Since the financial crisis of 2008-09, risk across the financial system continues to worry investors and policymakers. According to new research by Finance Professor Chotibhak Jotikasthira and his co-authors, “systemic risk” may arise from the interconnectedness of the asset side of financial institutions’ balance sheets. They reveal how a similarity of assets across insurers emerges from their business decisions to provide (and hedge) investment products, namely variable annuities (VAs) with guarantees.
“The origin of our paper stems from looking at a MetLife case that determines whether large insurers are considered systemically risky,” Jotikasthira explained. “They argue they are not. In reality, with VAs consisting of more than a third of some insurers’ liabilities, they delve into riskier behaviors versus traditional lines.” These new types of policies expose insurers to nondiversifiable market risk and can inherently create asset interconnectedness and systemic risk, he said.
“We are the first to link the variable annuity risk to the interconnectedness of assets and systemic risk,” Jotikasthira offered. Over the last two decades, major product lines of insurers have evolved from traditional life insurance to asset management products, and particularly variable annuities. Only a few life insurers underwrite VAs, say the authors, and the ones that do tend to be very large.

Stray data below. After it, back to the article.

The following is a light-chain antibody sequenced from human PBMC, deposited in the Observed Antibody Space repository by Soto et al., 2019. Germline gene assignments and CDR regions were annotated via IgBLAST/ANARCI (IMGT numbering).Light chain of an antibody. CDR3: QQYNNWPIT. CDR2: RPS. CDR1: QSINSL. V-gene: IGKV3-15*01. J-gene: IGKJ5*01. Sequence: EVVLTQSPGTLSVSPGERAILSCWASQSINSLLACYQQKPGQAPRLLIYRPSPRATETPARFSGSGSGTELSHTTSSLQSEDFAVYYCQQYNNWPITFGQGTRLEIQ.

“Over the last two decades, major product lines of insurers have evolved from traditional life insurance to asset management products, and particularly variable annuities.”
The insurers’ exposures to financial guarantees on stock market performance create incentives to “reach for yield” by overweighting similar, illiquid assets in their portfolios. The portfolio overweight on riskier bonds becomes problematic during a market downturn. As all insurers writing guarantees are exposed to the stock market shock at the same time, the need to sell illiquid bonds is also correlated among insurers, resulting in a fire-sale effect. Under different extreme scenarios, these dynamics can plausibly erase between 20 and 70 percent of insurers’ aggregate equity capital. The consequence is contagion to other insurance companies and to the broader financial system. Interestingly, the research finds that the largest culprit of systemic risk is the reaching for yield behavior rather than the net VA guarantee exposures per se. “VAs can lead to excessive risk-taking behavior,” Jotikasthira concluded.